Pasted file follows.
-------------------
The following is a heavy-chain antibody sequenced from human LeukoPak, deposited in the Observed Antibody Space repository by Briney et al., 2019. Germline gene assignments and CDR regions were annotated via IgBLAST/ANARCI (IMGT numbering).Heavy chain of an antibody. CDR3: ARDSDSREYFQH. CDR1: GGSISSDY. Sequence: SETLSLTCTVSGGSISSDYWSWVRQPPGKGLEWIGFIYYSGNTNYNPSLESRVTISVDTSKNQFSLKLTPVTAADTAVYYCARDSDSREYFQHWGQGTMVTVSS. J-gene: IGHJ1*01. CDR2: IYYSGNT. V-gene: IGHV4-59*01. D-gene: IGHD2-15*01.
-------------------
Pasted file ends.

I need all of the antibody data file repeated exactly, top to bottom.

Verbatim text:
The following is a heavy-chain antibody sequenced from human LeukoPak, deposited in the Observed Antibody Space repository by Briney et al., 2019. Germline gene assignments and CDR regions were annotated via IgBLAST/ANARCI (IMGT numbering).Heavy chain of an antibody. CDR3: ARDSDSREYFQH. CDR1: GGSISSDY. Sequence: SETLSLTCTVSGGSISSDYWSWVRQPPGKGLEWIGFIYYSGNTNYNPSLESRVTISVDTSKNQFSLKLTPVTAADTAVYYCARDSDSREYFQHWGQGTMVTVSS. J-gene: IGHJ1*01. CDR2: IYYSGNT. V-gene: IGHV4-59*01. D-gene: IGHD2-15*01.